In the past, even I have made statements such as “Sure, Budweiser has its place”, or “there is nothing wrong with the occasional Miller Lite.” But I am going to boldly assert that if you are a beer connoisseur, this isn’t really true. The place for macros like Bud, Miller, or Coors, is not in your fridge.

cabin drinking – mojito, cider, saison

Part of my stowaway cabin liquor supply consisted of choices other than traditional summer beer. I wanted to put a spin on my favorite cocktail (and the closest I get to a tiki drink): the mojito. I also threw in my favorite cider both for myself and my mom. Finally, I was truly looking forward to enjoying a hoppy saison given to me by one choice Texan.

so close to "gueuze" but no place to play it!

so close to “gueuze” but no place to play it!

I have never been able to re-create my favorite mixed drink to the level of that served to me in Freida’s Bar in Antigua, Guatemala. That mojito, overflowing with muddled mint and local sugar cane, will never be replicated, it seems. But I am pretty good at making my second favorite. In order to put a twist on the summery drink, try one of two variations – Joia Lime or jalapeno.

cabin joia mojitoTake Cat Cora’s classic Mojito recipe (makes 4) : 4 tablespoons cane sugar, plus more to rim glass / 4 cups ice / 6 ounces light rum / 10 to 12 mint sprigs / 6 tablespoons fresh lime juice / Club soda / 4 slices lime

Rim the glasses. Place ice in shaker and add the rum. Add half the mint, the lime juice and sugar to the shaker. Muddle the mint with the end of a wooden spoon. Shake well and serve over ice in a funky glass. Top off each glass with a splash of club soda, remaining mint, and garnish with lime slices.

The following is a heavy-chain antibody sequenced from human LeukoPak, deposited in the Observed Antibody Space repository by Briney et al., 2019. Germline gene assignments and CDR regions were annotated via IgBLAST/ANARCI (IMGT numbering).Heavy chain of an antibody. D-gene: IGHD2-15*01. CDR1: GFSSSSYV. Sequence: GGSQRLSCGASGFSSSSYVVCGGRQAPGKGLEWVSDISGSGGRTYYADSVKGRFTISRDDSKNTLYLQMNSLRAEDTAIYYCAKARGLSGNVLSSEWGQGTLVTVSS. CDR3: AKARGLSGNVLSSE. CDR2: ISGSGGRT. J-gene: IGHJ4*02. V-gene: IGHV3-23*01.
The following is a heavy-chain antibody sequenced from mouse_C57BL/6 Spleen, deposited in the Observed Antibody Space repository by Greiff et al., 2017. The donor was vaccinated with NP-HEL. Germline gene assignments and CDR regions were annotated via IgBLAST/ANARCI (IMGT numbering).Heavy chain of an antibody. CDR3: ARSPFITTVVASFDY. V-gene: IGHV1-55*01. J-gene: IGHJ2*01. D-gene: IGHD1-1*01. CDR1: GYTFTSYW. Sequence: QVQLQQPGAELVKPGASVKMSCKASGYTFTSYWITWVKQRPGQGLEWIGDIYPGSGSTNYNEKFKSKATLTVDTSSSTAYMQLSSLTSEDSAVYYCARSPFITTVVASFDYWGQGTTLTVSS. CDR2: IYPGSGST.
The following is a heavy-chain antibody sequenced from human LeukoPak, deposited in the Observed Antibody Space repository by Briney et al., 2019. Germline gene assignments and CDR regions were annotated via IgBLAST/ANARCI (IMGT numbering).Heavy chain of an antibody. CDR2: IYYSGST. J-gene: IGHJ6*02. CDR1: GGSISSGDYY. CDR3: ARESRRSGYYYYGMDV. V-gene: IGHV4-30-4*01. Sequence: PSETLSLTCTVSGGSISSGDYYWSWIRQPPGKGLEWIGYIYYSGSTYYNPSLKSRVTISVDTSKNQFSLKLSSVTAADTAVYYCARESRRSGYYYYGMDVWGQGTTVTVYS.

I used the best-quality rum I could find in Northern Minnesota which was dark, but still tasty!

Now try taking a few julienned strips of jalapeno and mince them very finely (and throw in a half-dozen seeds if you like heat). Add while muddling the mint. Enjoy!

Or – sub out the the splash of club soda and half of the lime juice for the Joia Lime, Hibiscus and Clove soda pictured above. Reduce the sugar by about half or to taste. The clove is quite strong, so be sure not to add more than an ounce or two. Yum.

cabin schilling oak agedPerfectly paired with a light or substantial lunch is the Schilling Oak Aged Cider. For wine lovers and apple lovers alike, this cider delivers the perfect amount of flavor with refreshing crispness and lack of sweetness that plagues most American cider. The oak notes are just fascinating and so rarely found in cider.

It would pair beautifully with pork or grilled chicken, but cabin life is not always about perfect pairings. I also recommend this one while swimming or enjoying a rope swing.cabin ropeswing

Finally, don’t forget a treat beer while on vacation. Mine was the Prairie Standard, defined as a hoppy farmhouse ale. I was very pleased with this beer, which I admit I should have not waited so long to enjoy due to its hop component. The cloudy appearance alludes to the hazy, farmhouse characteristics and the aroma is very wild, almost barnyard. I did catch a whiff of bug spray, but I fear the environment was interfering.

I have never opened a Prairie bottle and had a mediocre experience, and this was no different. The emerging Motueka hop made its presence known, much more in the taste than the aroma – a fairly unique feature, in my opinion.

While it would play well with vast numbers of flavors, I suggest simply sitting on a porch, a deck, or most preferably, a hammock, and allowing yourself to appreciate this one, or whatever special vacation beer you have been holding out on.

Happy summer!
cabin prairie saison

cabin cheers saison